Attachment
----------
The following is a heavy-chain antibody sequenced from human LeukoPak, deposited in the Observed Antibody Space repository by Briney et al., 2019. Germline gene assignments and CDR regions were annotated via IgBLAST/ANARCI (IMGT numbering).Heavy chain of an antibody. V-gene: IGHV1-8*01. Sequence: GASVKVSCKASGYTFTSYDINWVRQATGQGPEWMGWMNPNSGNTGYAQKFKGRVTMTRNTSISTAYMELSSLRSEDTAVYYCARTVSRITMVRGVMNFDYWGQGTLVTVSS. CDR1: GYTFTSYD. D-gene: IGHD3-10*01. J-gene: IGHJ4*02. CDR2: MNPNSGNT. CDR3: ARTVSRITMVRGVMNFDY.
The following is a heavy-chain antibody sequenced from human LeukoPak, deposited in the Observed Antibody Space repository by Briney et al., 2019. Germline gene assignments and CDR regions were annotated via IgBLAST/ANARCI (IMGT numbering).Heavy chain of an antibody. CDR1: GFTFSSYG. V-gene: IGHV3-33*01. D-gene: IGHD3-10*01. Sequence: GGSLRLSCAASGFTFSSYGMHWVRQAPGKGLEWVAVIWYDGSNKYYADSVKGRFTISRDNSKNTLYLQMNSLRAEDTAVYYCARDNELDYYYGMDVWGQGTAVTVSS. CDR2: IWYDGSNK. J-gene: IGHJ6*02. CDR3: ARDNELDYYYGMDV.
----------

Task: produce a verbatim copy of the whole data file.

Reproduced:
The following is a heavy-chain antibody sequenced from human LeukoPak, deposited in the Observed Antibody Space repository by Briney et al., 2019. Germline gene assignments and CDR regions were annotated via IgBLAST/ANARCI (IMGT numbering).Heavy chain of an antibody. V-gene: IGHV1-8*01. Sequence: GASVKVSCKASGYTFTSYDINWVRQATGQGPEWMGWMNPNSGNTGYAQKFKGRVTMTRNTSISTAYMELSSLRSEDTAVYYCARTVSRITMVRGVMNFDYWGQGTLVTVSS. CDR1: GYTFTSYD. D-gene: IGHD3-10*01. J-gene: IGHJ4*02. CDR2: MNPNSGNT. CDR3: ARTVSRITMVRGVMNFDY.
The following is a heavy-chain antibody sequenced from human LeukoPak, deposited in the Observed Antibody Space repository by Briney et al., 2019. Germline gene assignments and CDR regions were annotated via IgBLAST/ANARCI (IMGT numbering).Heavy chain of an antibody. CDR1: GFTFSSYG. V-gene: IGHV3-33*01. D-gene: IGHD3-10*01. Sequence: GGSLRLSCAASGFTFSSYGMHWVRQAPGKGLEWVAVIWYDGSNKYYADSVKGRFTISRDNSKNTLYLQMNSLRAEDTAVYYCARDNELDYYYGMDVWGQGTAVTVSS. CDR2: IWYDGSNK. J-gene: IGHJ6*02. CDR3: ARDNELDYYYGMDV.